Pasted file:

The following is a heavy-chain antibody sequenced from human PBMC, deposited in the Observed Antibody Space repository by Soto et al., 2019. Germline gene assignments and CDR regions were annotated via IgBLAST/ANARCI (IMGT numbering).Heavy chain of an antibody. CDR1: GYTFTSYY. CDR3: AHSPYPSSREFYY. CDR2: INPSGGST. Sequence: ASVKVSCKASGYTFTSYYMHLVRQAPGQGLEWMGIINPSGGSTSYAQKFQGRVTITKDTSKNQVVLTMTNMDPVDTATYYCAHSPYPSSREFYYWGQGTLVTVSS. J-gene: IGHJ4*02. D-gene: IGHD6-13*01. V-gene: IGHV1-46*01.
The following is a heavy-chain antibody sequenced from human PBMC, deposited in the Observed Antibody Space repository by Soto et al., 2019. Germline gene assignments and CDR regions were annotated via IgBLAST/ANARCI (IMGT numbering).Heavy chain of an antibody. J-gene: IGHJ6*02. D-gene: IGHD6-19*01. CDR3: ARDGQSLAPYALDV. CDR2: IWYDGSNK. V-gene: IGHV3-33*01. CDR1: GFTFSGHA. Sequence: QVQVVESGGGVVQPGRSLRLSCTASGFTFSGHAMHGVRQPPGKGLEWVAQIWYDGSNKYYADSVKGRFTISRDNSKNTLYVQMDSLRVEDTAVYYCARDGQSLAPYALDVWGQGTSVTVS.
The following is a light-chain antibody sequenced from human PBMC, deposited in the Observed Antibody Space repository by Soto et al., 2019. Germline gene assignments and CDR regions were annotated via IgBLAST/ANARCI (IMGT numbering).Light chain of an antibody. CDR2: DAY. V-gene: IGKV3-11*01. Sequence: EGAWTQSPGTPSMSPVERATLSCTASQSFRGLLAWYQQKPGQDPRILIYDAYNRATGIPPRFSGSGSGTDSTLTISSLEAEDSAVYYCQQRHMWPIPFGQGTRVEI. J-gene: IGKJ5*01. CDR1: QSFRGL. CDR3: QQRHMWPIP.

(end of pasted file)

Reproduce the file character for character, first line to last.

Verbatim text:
The following is a heavy-chain antibody sequenced from human PBMC, deposited in the Observed Antibody Space repository by Soto et al., 2019. Germline gene assignments and CDR regions were annotated via IgBLAST/ANARCI (IMGT numbering).Heavy chain of an antibody. CDR1: GYTFTSYY. CDR3: AHSPYPSSREFYY. CDR2: INPSGGST. Sequence: ASVKVSCKASGYTFTSYYMHLVRQAPGQGLEWMGIINPSGGSTSYAQKFQGRVTITKDTSKNQVVLTMTNMDPVDTATYYCAHSPYPSSREFYYWGQGTLVTVSS. J-gene: IGHJ4*02. D-gene: IGHD6-13*01. V-gene: IGHV1-46*01.
The following is a heavy-chain antibody sequenced from human PBMC, deposited in the Observed Antibody Space repository by Soto et al., 2019. Germline gene assignments and CDR regions were annotated via IgBLAST/ANARCI (IMGT numbering).Heavy chain of an antibody. J-gene: IGHJ6*02. D-gene: IGHD6-19*01. CDR3: ARDGQSLAPYALDV. CDR2: IWYDGSNK. V-gene: IGHV3-33*01. CDR1: GFTFSGHA. Sequence: QVQVVESGGGVVQPGRSLRLSCTASGFTFSGHAMHGVRQPPGKGLEWVAQIWYDGSNKYYADSVKGRFTISRDNSKNTLYVQMDSLRVEDTAVYYCARDGQSLAPYALDVWGQGTSVTVS.
The following is a light-chain antibody sequenced from human PBMC, deposited in the Observed Antibody Space repository by Soto et al., 2019. Germline gene assignments and CDR regions were annotated via IgBLAST/ANARCI (IMGT numbering).Light chain of an antibody. CDR2: DAY. V-gene: IGKV3-11*01. Sequence: EGAWTQSPGTPSMSPVERATLSCTASQSFRGLLAWYQQKPGQDPRILIYDAYNRATGIPPRFSGSGSGTDSTLTISSLEAEDSAVYYCQQRHMWPIPFGQGTRVEI. J-gene: IGKJ5*01. CDR1: QSFRGL. CDR3: QQRHMWPIP.